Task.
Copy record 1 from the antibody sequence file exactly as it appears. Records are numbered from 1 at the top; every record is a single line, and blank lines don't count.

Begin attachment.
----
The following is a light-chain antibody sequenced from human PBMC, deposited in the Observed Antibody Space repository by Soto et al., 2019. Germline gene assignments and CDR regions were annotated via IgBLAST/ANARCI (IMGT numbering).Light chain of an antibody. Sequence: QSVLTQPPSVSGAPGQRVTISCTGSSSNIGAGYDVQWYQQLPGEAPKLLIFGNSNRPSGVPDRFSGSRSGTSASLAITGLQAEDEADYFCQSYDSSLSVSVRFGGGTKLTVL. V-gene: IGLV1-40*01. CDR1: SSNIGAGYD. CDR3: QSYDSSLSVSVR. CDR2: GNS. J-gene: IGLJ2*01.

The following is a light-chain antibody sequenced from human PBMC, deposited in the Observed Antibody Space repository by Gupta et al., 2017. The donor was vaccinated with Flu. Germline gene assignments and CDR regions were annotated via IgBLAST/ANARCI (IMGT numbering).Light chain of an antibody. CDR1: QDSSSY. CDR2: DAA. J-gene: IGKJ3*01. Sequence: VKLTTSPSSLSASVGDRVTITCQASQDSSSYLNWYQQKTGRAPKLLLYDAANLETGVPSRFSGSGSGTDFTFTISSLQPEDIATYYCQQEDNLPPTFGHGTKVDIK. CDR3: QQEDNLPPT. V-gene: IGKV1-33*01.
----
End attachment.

The following is a light-chain antibody sequenced from human PBMC, deposited in the Observed Antibody Space repository by Soto et al., 2019. Germline gene assignments and CDR regions were annotated via IgBLAST/ANARCI (IMGT numbering).Light chain of an antibody. Sequence: QSVLTQPPSVSGAPGQRVTISCTGSSSNIGAGYDVQWYQQLPGEAPKLLIFGNSNRPSGVPDRFSGSRSGTSASLAITGLQAEDEADYFCQSYDSSLSVSVRFGGGTKLTVL. V-gene: IGLV1-40*01. CDR1: SSNIGAGYD. CDR3: QSYDSSLSVSVR. CDR2: GNS. J-gene: IGLJ2*01.